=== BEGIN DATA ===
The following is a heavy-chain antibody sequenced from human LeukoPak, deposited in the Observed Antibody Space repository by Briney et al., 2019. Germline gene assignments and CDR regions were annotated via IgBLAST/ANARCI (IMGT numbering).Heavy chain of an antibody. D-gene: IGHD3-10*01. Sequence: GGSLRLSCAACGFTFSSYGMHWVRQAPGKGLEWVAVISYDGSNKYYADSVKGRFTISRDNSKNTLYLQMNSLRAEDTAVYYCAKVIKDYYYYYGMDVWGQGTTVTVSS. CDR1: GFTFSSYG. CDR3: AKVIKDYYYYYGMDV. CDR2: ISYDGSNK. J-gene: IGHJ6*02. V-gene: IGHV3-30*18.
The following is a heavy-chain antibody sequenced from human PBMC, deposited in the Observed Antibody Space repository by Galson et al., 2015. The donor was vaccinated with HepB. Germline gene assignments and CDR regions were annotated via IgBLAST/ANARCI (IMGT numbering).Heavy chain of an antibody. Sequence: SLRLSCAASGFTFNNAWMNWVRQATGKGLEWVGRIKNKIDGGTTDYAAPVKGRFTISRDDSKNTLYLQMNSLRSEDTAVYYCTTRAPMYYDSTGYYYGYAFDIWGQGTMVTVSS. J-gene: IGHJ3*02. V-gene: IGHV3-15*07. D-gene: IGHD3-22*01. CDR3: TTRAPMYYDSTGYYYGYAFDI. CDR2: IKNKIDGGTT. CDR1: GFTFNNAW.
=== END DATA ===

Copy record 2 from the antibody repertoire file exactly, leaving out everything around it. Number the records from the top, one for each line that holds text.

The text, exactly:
The following is a heavy-chain antibody sequenced from human PBMC, deposited in the Observed Antibody Space repository by Galson et al., 2015. The donor was vaccinated with HepB. Germline gene assignments and CDR regions were annotated via IgBLAST/ANARCI (IMGT numbering).Heavy chain of an antibody. Sequence: SLRLSCAASGFTFNNAWMNWVRQATGKGLEWVGRIKNKIDGGTTDYAAPVKGRFTISRDDSKNTLYLQMNSLRSEDTAVYYCTTRAPMYYDSTGYYYGYAFDIWGQGTMVTVSS. J-gene: IGHJ3*02. V-gene: IGHV3-15*07. D-gene: IGHD3-22*01. CDR3: TTRAPMYYDSTGYYYGYAFDI. CDR2: IKNKIDGGTT. CDR1: GFTFNNAW.